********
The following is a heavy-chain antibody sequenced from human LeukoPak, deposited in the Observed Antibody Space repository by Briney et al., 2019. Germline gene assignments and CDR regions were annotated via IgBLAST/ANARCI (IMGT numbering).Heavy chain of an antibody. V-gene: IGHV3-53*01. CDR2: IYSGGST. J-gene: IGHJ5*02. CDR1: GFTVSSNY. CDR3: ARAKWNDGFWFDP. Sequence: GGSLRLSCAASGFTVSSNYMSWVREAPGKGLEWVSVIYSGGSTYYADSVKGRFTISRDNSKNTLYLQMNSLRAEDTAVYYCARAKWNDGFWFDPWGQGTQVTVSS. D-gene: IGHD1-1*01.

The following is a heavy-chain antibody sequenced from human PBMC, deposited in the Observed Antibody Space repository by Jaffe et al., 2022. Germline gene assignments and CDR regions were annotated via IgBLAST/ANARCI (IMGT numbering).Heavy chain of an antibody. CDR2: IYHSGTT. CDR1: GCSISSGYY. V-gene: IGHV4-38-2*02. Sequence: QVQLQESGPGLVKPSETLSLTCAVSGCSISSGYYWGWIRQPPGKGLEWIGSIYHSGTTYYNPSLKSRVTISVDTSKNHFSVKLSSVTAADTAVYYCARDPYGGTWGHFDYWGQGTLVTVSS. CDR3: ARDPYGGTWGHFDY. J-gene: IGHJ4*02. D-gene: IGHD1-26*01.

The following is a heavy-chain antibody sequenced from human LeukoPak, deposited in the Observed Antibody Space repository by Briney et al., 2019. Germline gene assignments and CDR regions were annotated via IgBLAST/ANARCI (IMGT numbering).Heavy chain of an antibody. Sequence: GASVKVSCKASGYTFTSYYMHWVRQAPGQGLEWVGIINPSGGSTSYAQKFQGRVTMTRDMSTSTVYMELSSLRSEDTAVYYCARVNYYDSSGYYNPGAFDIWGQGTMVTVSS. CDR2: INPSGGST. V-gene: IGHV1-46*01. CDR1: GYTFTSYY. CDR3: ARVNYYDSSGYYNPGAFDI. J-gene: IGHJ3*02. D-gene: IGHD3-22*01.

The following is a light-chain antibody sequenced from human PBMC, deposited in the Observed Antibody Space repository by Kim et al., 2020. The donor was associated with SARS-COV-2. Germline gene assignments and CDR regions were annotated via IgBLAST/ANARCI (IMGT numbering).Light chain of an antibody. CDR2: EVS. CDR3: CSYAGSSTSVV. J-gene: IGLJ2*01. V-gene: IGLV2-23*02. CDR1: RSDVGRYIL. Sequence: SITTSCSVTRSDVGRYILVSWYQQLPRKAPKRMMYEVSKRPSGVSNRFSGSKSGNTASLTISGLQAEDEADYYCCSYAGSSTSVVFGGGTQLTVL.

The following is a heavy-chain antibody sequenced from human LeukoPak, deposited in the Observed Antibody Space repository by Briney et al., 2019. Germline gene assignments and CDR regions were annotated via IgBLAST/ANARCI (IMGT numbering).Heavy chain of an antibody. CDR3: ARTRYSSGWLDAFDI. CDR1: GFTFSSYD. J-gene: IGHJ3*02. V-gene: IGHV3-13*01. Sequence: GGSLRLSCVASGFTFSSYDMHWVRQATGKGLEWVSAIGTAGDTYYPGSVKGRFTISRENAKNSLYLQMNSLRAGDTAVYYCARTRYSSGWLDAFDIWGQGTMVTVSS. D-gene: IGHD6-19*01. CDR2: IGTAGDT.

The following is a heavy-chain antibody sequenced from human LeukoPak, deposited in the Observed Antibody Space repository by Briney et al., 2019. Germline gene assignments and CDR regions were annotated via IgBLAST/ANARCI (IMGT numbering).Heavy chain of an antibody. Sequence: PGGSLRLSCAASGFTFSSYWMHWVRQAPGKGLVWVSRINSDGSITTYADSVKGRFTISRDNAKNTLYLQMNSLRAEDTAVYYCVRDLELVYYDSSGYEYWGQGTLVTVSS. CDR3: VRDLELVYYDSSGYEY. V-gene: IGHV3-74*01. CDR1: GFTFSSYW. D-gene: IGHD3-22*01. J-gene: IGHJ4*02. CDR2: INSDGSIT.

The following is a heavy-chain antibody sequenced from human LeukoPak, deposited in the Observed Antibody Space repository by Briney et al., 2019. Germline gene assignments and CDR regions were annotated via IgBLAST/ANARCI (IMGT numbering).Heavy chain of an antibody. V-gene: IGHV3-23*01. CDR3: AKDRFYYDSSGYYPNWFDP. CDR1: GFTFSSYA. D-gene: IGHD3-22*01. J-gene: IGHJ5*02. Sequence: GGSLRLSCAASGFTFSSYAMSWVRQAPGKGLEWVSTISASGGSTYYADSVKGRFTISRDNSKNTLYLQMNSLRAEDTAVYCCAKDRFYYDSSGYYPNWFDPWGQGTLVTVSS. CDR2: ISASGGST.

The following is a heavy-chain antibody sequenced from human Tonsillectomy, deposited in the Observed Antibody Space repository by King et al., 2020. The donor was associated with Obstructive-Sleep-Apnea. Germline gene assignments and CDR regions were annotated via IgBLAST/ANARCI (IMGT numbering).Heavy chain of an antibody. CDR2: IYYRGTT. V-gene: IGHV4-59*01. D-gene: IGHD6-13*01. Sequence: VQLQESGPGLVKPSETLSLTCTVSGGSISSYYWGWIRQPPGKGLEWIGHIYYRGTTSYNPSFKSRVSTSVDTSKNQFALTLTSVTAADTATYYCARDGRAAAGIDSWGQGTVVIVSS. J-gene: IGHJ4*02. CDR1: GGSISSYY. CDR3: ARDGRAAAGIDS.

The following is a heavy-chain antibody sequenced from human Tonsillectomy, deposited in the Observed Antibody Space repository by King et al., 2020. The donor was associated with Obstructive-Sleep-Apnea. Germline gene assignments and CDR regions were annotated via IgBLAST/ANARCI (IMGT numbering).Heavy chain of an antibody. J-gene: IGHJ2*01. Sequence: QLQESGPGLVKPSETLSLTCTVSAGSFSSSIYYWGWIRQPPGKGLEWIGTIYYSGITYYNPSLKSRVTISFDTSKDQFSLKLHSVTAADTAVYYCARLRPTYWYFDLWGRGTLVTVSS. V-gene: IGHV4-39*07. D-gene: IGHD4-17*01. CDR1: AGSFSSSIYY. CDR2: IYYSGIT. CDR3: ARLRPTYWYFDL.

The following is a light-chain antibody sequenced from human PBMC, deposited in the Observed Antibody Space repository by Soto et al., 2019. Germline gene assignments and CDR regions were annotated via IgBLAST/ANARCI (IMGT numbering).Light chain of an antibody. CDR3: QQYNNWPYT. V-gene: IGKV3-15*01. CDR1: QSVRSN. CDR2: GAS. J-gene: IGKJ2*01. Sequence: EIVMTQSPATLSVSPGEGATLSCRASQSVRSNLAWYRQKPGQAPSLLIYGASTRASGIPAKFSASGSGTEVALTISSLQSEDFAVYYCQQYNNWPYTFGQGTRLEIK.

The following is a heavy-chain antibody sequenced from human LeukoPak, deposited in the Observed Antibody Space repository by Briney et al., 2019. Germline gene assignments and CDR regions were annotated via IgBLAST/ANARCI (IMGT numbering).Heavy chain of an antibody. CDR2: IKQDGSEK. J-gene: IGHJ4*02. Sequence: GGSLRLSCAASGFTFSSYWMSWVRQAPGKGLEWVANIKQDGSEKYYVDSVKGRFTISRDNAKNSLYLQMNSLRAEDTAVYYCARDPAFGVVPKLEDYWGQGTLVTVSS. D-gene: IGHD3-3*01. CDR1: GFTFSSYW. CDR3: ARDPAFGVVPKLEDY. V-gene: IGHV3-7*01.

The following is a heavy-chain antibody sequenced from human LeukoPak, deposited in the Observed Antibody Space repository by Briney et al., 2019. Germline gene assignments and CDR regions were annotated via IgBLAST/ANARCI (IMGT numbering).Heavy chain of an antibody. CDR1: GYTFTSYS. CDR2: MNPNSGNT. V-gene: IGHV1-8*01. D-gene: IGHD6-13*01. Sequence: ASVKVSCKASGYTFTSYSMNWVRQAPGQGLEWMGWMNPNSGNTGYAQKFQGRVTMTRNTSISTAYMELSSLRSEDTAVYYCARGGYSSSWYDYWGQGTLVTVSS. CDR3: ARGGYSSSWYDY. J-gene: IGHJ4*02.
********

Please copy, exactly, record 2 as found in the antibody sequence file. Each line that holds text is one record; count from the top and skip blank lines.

The following is a heavy-chain antibody sequenced from human PBMC, deposited in the Observed Antibody Space repository by Jaffe et al., 2022. Germline gene assignments and CDR regions were annotated via IgBLAST/ANARCI (IMGT numbering).Heavy chain of an antibody. CDR2: IYHSGTT. CDR1: GCSISSGYY. V-gene: IGHV4-38-2*02. Sequence: QVQLQESGPGLVKPSETLSLTCAVSGCSISSGYYWGWIRQPPGKGLEWIGSIYHSGTTYYNPSLKSRVTISVDTSKNHFSVKLSSVTAADTAVYYCARDPYGGTWGHFDYWGQGTLVTVSS. CDR3: ARDPYGGTWGHFDY. J-gene: IGHJ4*02. D-gene: IGHD1-26*01.